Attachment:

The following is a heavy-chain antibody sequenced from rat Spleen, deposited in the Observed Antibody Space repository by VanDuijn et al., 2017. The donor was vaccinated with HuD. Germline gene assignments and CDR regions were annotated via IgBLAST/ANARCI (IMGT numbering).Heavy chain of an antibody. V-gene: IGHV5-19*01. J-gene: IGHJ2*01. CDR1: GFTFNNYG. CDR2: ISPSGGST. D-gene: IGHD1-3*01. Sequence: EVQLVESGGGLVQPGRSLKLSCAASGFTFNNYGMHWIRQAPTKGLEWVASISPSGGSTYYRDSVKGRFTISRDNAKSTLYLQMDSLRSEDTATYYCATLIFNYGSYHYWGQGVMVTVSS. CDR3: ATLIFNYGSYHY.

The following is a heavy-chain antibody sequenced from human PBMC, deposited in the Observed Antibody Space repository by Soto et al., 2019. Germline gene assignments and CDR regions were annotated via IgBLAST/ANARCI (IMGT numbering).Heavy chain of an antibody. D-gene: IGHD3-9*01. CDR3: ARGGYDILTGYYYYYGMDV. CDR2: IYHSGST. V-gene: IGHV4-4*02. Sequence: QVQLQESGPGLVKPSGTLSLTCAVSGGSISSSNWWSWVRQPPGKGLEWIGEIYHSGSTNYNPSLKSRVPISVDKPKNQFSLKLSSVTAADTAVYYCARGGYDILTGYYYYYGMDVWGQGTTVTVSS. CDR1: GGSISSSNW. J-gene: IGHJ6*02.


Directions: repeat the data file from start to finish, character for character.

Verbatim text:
The following is a heavy-chain antibody sequenced from rat Spleen, deposited in the Observed Antibody Space repository by VanDuijn et al., 2017. The donor was vaccinated with HuD. Germline gene assignments and CDR regions were annotated via IgBLAST/ANARCI (IMGT numbering).Heavy chain of an antibody. V-gene: IGHV5-19*01. J-gene: IGHJ2*01. CDR1: GFTFNNYG. CDR2: ISPSGGST. D-gene: IGHD1-3*01. Sequence: EVQLVESGGGLVQPGRSLKLSCAASGFTFNNYGMHWIRQAPTKGLEWVASISPSGGSTYYRDSVKGRFTISRDNAKSTLYLQMDSLRSEDTATYYCATLIFNYGSYHYWGQGVMVTVSS. CDR3: ATLIFNYGSYHY.

The following is a heavy-chain antibody sequenced from human PBMC, deposited in the Observed Antibody Space repository by Soto et al., 2019. Germline gene assignments and CDR regions were annotated via IgBLAST/ANARCI (IMGT numbering).Heavy chain of an antibody. D-gene: IGHD3-9*01. CDR3: ARGGYDILTGYYYYYGMDV. CDR2: IYHSGST. V-gene: IGHV4-4*02. Sequence: QVQLQESGPGLVKPSGTLSLTCAVSGGSISSSNWWSWVRQPPGKGLEWIGEIYHSGSTNYNPSLKSRVPISVDKPKNQFSLKLSSVTAADTAVYYCARGGYDILTGYYYYYGMDVWGQGTTVTVSS. CDR1: GGSISSSNW. J-gene: IGHJ6*02.